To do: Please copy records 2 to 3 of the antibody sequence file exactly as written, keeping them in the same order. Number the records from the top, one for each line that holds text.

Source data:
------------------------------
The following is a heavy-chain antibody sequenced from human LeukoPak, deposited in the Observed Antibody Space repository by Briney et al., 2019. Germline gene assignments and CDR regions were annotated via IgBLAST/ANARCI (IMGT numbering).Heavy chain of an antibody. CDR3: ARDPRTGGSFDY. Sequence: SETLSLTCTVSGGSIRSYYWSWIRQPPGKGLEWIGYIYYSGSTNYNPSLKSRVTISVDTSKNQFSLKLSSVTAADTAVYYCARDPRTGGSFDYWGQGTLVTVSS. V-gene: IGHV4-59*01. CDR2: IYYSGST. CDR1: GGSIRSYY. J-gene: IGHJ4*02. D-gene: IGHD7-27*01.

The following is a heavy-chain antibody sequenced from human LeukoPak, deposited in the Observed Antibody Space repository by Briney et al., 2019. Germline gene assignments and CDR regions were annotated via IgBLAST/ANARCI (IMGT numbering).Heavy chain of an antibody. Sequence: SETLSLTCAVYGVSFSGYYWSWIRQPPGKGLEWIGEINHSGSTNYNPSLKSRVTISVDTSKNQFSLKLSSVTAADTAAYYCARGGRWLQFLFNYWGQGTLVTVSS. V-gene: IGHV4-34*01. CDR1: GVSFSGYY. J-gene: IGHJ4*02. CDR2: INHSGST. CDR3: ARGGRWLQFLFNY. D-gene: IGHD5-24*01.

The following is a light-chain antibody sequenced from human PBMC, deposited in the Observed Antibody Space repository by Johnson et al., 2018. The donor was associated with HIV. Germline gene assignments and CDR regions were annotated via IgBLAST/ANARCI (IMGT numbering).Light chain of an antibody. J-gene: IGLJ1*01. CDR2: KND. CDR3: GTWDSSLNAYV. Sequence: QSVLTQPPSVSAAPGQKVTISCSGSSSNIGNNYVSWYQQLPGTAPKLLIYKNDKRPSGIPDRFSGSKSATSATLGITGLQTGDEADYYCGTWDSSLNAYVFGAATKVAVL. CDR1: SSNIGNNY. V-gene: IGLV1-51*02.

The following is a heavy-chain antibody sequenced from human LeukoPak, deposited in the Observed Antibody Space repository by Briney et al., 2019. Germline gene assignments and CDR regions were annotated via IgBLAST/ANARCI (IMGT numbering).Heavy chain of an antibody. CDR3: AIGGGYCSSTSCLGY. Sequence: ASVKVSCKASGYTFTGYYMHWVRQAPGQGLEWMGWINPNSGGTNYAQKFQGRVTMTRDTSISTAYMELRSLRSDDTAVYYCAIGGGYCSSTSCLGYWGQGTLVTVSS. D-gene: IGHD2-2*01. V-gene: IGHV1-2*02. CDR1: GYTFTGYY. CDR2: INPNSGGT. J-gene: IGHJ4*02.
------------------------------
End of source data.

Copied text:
The following is a heavy-chain antibody sequenced from human LeukoPak, deposited in the Observed Antibody Space repository by Briney et al., 2019. Germline gene assignments and CDR regions were annotated via IgBLAST/ANARCI (IMGT numbering).Heavy chain of an antibody. Sequence: SETLSLTCAVYGVSFSGYYWSWIRQPPGKGLEWIGEINHSGSTNYNPSLKSRVTISVDTSKNQFSLKLSSVTAADTAAYYCARGGRWLQFLFNYWGQGTLVTVSS. V-gene: IGHV4-34*01. CDR1: GVSFSGYY. J-gene: IGHJ4*02. CDR2: INHSGST. CDR3: ARGGRWLQFLFNY. D-gene: IGHD5-24*01.

The following is a light-chain antibody sequenced from human PBMC, deposited in the Observed Antibody Space repository by Johnson et al., 2018. The donor was associated with HIV. Germline gene assignments and CDR regions were annotated via IgBLAST/ANARCI (IMGT numbering).Light chain of an antibody. J-gene: IGLJ1*01. CDR2: KND. CDR3: GTWDSSLNAYV. Sequence: QSVLTQPPSVSAAPGQKVTISCSGSSSNIGNNYVSWYQQLPGTAPKLLIYKNDKRPSGIPDRFSGSKSATSATLGITGLQTGDEADYYCGTWDSSLNAYVFGAATKVAVL. CDR1: SSNIGNNY. V-gene: IGLV1-51*02.